Is It More Than Just Memory Loss?

A geriatrician explains the surprising symptoms of Alzheimer’s disease.

Joshua Shua-Haim, MD
Joshua Shua-Haim, MD

More than 5 million Americans ages 65 and older are living with Alzheimer’s disease, which affects memory, thinking, and behavior, according to the Alzheimer’s Association. Unfortunately, the number of cases is expected to nearly triple by 2050. Here, Joshua Shua-Haim, MD, a geriatrician at Community Medical Center, explains common symptoms and how the disease is treated.

What are the symptoms of Alzheimer’s disease?

In the early (mild) stage of the disease, patients may forget names, misplace objects, have trouble finding words, and ask the same questions over and over. Later, in the “moderate” stage, memory loss and confusion worsen, and patients may wander or have trouble recognizing family members and friends. They may be less aware of their condition and blame others for hiding things they misplaced. They may also appear agitated and aggressive. By the advanced stage of the disease, patients have trouble communicating, walking, and sitting and require assistance with personal care.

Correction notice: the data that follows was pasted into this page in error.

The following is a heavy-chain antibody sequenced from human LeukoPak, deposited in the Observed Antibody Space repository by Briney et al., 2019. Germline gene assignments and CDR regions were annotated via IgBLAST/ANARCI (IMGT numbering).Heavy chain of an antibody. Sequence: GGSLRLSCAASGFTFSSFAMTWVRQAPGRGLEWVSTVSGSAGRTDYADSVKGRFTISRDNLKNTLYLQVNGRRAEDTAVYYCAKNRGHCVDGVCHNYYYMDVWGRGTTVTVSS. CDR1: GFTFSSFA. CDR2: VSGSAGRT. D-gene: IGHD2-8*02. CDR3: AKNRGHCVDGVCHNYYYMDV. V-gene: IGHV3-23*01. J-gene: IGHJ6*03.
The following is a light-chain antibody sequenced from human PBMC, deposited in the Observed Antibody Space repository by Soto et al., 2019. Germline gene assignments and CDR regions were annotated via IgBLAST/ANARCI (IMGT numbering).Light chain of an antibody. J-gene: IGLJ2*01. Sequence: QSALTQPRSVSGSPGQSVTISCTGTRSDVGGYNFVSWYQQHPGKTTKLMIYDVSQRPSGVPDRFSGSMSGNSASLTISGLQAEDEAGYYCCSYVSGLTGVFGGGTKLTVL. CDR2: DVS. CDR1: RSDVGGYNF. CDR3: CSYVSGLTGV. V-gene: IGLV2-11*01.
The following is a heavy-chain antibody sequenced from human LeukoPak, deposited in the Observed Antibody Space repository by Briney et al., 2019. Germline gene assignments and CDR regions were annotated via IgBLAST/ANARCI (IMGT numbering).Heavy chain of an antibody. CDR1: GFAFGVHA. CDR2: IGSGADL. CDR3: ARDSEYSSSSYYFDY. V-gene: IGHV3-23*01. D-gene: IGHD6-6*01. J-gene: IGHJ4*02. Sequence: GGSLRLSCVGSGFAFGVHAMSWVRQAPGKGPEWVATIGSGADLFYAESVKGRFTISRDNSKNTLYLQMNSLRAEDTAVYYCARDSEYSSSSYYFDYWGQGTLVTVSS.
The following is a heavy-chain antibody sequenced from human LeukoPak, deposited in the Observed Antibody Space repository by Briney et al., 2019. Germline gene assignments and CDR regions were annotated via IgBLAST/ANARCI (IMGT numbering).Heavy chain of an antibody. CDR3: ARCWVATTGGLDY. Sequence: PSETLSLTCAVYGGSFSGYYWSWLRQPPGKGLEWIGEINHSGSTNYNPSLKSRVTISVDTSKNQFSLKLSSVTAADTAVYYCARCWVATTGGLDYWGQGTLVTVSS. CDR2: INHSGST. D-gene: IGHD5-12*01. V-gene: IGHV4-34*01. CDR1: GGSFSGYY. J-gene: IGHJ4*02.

What might people be surprised to learn about the disease?

Memory loss isn’t the only symptom. Up to 75 percent of patients are brought to me because of behavior problems. They blame people for stealing their jewelry and hiding the keys to their car. Their caregiver and family might dismiss their memory loss in the beginning stages of the disease because denial is a very common problem.

What types of medications are available to treat Alzheimer’s?

There’s no cure yet, but several medications can help stabilize mental function for a short time—about six months to a year—in some patients. These drugs regulate neurotransmitters, chemicals that carry messages between nerve cells in the brain. Other medications are prescribed to manage behavioral symptoms, such as anxiety and depression.

What’s the best way to care for someone with Alzheimer’s?

It depends on the stage of the disease. In the mild stage, patients can function well at home, especially if they have a spouse or caregiver living with them. In the moderate stage, patients benefit from adult day care programs, which provide socialization and activities in a safe environment. This also gives caregivers a much-needed break and time to take care of their own needs. By the advanced stage, the vast majority of patients require round-the-clock care and medical treatment in a nursing home.

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